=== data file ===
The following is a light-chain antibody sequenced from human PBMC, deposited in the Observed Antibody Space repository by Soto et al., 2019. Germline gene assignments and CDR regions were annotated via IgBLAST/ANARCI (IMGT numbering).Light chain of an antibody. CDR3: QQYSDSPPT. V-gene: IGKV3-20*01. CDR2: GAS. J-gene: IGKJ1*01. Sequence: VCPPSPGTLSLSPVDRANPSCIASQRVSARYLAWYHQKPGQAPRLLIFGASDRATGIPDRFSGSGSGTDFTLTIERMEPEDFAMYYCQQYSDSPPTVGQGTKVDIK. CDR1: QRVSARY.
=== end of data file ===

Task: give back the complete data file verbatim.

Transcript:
The following is a light-chain antibody sequenced from human PBMC, deposited in the Observed Antibody Space repository by Soto et al., 2019. Germline gene assignments and CDR regions were annotated via IgBLAST/ANARCI (IMGT numbering).Light chain of an antibody. CDR3: QQYSDSPPT. V-gene: IGKV3-20*01. CDR2: GAS. J-gene: IGKJ1*01. Sequence: VCPPSPGTLSLSPVDRANPSCIASQRVSARYLAWYHQKPGQAPRLLIFGASDRATGIPDRFSGSGSGTDFTLTIERMEPEDFAMYYCQQYSDSPPTVGQGTKVDIK. CDR1: QRVSARY.